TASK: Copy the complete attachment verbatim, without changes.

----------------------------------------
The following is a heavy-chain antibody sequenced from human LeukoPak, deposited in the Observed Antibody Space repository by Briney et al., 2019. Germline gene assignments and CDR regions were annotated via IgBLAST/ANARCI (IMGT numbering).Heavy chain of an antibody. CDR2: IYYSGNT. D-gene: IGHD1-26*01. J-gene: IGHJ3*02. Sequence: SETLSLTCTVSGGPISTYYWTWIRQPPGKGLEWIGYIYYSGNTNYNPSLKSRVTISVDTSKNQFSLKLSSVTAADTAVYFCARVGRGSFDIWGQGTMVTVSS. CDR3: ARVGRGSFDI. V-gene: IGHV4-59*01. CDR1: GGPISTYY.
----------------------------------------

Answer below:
The following is a heavy-chain antibody sequenced from human LeukoPak, deposited in the Observed Antibody Space repository by Briney et al., 2019. Germline gene assignments and CDR regions were annotated via IgBLAST/ANARCI (IMGT numbering).Heavy chain of an antibody. CDR2: IYYSGNT. D-gene: IGHD1-26*01. J-gene: IGHJ3*02. Sequence: SETLSLTCTVSGGPISTYYWTWIRQPPGKGLEWIGYIYYSGNTNYNPSLKSRVTISVDTSKNQFSLKLSSVTAADTAVYFCARVGRGSFDIWGQGTMVTVSS. CDR3: ARVGRGSFDI. V-gene: IGHV4-59*01. CDR1: GGPISTYY.